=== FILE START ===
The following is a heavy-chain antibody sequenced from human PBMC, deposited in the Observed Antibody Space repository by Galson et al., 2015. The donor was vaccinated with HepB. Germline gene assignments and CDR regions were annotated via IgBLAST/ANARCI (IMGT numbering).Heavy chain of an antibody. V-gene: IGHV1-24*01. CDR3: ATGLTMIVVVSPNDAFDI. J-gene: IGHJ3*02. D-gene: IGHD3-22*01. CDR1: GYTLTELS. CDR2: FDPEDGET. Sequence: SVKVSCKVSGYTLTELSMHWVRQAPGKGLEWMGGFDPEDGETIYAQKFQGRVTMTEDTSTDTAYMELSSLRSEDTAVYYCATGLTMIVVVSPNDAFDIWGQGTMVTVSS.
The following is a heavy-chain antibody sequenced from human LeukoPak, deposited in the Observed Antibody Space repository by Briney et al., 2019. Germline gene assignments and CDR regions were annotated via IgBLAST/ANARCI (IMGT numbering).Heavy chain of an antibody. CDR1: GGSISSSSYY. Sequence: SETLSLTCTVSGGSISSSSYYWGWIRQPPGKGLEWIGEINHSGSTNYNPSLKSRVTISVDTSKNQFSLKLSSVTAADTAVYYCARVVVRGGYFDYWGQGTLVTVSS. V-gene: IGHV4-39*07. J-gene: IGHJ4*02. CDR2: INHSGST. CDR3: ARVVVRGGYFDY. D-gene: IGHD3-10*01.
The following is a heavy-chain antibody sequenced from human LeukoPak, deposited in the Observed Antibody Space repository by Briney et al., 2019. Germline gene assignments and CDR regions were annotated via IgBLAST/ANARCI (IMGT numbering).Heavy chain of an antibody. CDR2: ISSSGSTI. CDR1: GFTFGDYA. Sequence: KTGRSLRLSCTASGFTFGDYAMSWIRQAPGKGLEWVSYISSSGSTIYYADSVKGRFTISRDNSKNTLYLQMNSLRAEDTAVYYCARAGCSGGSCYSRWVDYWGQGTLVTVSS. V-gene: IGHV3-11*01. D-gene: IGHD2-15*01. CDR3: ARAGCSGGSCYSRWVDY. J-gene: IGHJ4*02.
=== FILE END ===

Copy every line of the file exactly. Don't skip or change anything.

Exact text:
The following is a heavy-chain antibody sequenced from human PBMC, deposited in the Observed Antibody Space repository by Galson et al., 2015. The donor was vaccinated with HepB. Germline gene assignments and CDR regions were annotated via IgBLAST/ANARCI (IMGT numbering).Heavy chain of an antibody. V-gene: IGHV1-24*01. CDR3: ATGLTMIVVVSPNDAFDI. J-gene: IGHJ3*02. D-gene: IGHD3-22*01. CDR1: GYTLTELS. CDR2: FDPEDGET. Sequence: SVKVSCKVSGYTLTELSMHWVRQAPGKGLEWMGGFDPEDGETIYAQKFQGRVTMTEDTSTDTAYMELSSLRSEDTAVYYCATGLTMIVVVSPNDAFDIWGQGTMVTVSS.
The following is a heavy-chain antibody sequenced from human LeukoPak, deposited in the Observed Antibody Space repository by Briney et al., 2019. Germline gene assignments and CDR regions were annotated via IgBLAST/ANARCI (IMGT numbering).Heavy chain of an antibody. CDR1: GGSISSSSYY. Sequence: SETLSLTCTVSGGSISSSSYYWGWIRQPPGKGLEWIGEINHSGSTNYNPSLKSRVTISVDTSKNQFSLKLSSVTAADTAVYYCARVVVRGGYFDYWGQGTLVTVSS. V-gene: IGHV4-39*07. J-gene: IGHJ4*02. CDR2: INHSGST. CDR3: ARVVVRGGYFDY. D-gene: IGHD3-10*01.
The following is a heavy-chain antibody sequenced from human LeukoPak, deposited in the Observed Antibody Space repository by Briney et al., 2019. Germline gene assignments and CDR regions were annotated via IgBLAST/ANARCI (IMGT numbering).Heavy chain of an antibody. CDR2: ISSSGSTI. CDR1: GFTFGDYA. Sequence: KTGRSLRLSCTASGFTFGDYAMSWIRQAPGKGLEWVSYISSSGSTIYYADSVKGRFTISRDNSKNTLYLQMNSLRAEDTAVYYCARAGCSGGSCYSRWVDYWGQGTLVTVSS. V-gene: IGHV3-11*01. D-gene: IGHD2-15*01. CDR3: ARAGCSGGSCYSRWVDY. J-gene: IGHJ4*02.